A mixture of different light conditions and weather gave me a chance to play around with compositions and shutter speeds, giving a different effect and feel to my images. The slow shutter speed images are something I have always loved to do when photographing wildlife. I like to refer to this practise that I am so fond of within my work as capturing the animals but in slow motion. Freezing a moment in time, giving the image a sense of movement in the absence of any sound is what I hope to achieve by using this technique.
I mentioned their sound and if you could hear the noise generated by these birds during these spring tides it would mesmerize you, it’s so uplifting to hear. A bird adding a different key or note, I always like to try and listen then listen again to hear those individual bird calls because if you view the flock as a whole it’s hard to make out which birds are there and which aren’t.
This part of Norfolk is always bleak and remote offering you a great platform in which to view this amazing spectacle. Different days offer different images for me, where I am always trying to capture something different, learning from the past visits here. On the whole it was a good few days with many lovely images, once the peace returns and the tide begins to retreat the waders start their return back to the mudflats. When it gets to this point there’s always the queue to leave and I go back to my transport for a warm drink and often to dry off.
There are several areas in Norfolk I have regularly visited over the years to watch and hopefully photograph Barn Owls, and I was lucky enough during my recent time there to have seen two pairs at two of the four locations I know of. The others maybe there but the weather may have played a part in them staying in rather than venturing out. Again as previously mentioned I am always looking to push my own photography when I am alone and not with clients. Seeing something different and then trying to capture that idea with my camera.
This is one of the main parts of photography that always excites me, as my arty streak in me comes out and working alongside your cameras abilities you can often capture something different. With the few sightings I witnessed of the Barn Owls I tried different compositions, manual focusing, and extreme positioning of the subject in the corners of my viewfinder, creating lots of blank and open spaces to the front of the main subject.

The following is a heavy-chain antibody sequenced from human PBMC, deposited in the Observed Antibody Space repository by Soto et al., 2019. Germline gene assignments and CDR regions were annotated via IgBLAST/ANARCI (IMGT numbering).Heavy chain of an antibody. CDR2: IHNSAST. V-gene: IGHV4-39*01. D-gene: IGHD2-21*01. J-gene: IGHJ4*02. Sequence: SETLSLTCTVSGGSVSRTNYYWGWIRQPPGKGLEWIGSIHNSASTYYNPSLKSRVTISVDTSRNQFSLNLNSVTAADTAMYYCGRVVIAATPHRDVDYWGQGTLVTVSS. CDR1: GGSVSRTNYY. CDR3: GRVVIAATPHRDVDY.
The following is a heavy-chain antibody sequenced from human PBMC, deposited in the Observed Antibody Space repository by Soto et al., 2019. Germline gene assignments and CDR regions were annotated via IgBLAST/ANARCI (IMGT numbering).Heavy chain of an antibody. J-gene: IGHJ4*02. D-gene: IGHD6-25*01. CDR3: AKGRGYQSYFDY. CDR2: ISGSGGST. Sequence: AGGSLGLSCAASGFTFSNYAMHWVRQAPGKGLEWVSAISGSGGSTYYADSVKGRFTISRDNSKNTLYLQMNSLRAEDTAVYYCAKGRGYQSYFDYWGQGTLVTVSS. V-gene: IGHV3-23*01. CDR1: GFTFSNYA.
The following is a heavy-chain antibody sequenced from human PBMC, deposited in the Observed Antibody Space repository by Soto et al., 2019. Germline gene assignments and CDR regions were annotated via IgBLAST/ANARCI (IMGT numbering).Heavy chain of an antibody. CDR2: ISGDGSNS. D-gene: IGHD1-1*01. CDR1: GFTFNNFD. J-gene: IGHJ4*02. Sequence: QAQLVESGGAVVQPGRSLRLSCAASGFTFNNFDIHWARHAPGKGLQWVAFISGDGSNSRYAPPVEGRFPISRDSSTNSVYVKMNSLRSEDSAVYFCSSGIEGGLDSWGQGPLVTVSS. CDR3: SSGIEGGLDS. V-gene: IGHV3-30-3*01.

Norfolk’s also a great place to for Brown Hares and I came across a few during my time there, wonderful mammals to spend time with and watch.
Many different images from the various different weather conditions that I’ve endured and as I write this blog there are still areas of the country where snow is around, but in the coming week the temperatures are set to rise so maybe nature has seen the last of winter now but I don’t want to speak to soon as before. On a serious note I do hope wildlife hasn’t suffered to much during the recent cold spell and fingers crossed spring is just around the corner.
Tigers around the world need help, they are crucially endangered, with their numbers in the wild at a dangerous level. Upon first seeing these animals in the wild it reddened me speechless because of their amazing beauty. They cannot just be left to die out with just a few remaining in zoos and parks. A world devoid of wild Tigers would be a very sad place indeed.
Through 3 limited edition prints I raise money to help these beautiful animals, where 50% of the profits from the sale of these images goes directly to 21st Century Tiger. They spend every penny on saving this most beautiful of animals we have roaming the earth at present. In several weeks I return to India once more hoping to share my passion for these animals with my clients booked onto my Tigers of India photo tour. Each one has a dream of seeing these animals and along with the brilliant guides I work with there I hope to show and help each person capture some wonderful images of this amazing animal.
I am donating one of my 2010 Year of the Tiger images as the first prize in a photography competition for another UK Tiger charity called TIGERS4EVER.org. It hopes to raise awareness of the plight of the Tiger in the wild. The print is only 1 of 100 ever printed and will be the first prize in this competition. Calumet UK are very kindly supporting Tigers4Ever’s 11-16 age category photographic competition also with a 1st prize of £100 Calumet gift vouchers.
If you are interested in entering and helping this charity where all monies raises through this competition goes towards helping Tigers then please click on this link http://www.tigers4ever.org/ many thanks and the best of luck.
It only seems like five minutes since I was in the Tiger reserve of Ranthambhore in India and twelve months have passed since those beautiful encounters with the Royal Bengal Tiger last April in the year of the Tiger. I have just returned from 8 days there with clients on my Tigers Of India photo tour, where we spent some amazing moments with these beautiful creatures. Everyone’s wish was to see these animals at the same time and maybe capture them on camera and that’s exactly what they all did during our time in the magical country of India, a firm “Welcome Back“ greeted us all.